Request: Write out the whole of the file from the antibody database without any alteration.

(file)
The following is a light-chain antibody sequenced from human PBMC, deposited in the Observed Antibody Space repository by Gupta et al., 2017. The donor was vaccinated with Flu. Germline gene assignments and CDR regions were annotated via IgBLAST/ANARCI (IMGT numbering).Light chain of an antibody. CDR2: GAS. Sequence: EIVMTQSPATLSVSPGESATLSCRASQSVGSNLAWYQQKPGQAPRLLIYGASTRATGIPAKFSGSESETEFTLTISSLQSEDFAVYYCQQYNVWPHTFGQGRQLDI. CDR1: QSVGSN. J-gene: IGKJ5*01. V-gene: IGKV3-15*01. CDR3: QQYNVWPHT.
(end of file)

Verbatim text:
The following is a light-chain antibody sequenced from human PBMC, deposited in the Observed Antibody Space repository by Gupta et al., 2017. The donor was vaccinated with Flu. Germline gene assignments and CDR regions were annotated via IgBLAST/ANARCI (IMGT numbering).Light chain of an antibody. CDR2: GAS. Sequence: EIVMTQSPATLSVSPGESATLSCRASQSVGSNLAWYQQKPGQAPRLLIYGASTRATGIPAKFSGSESETEFTLTISSLQSEDFAVYYCQQYNVWPHTFGQGRQLDI. CDR1: QSVGSN. J-gene: IGKJ5*01. V-gene: IGKV3-15*01. CDR3: QQYNVWPHT.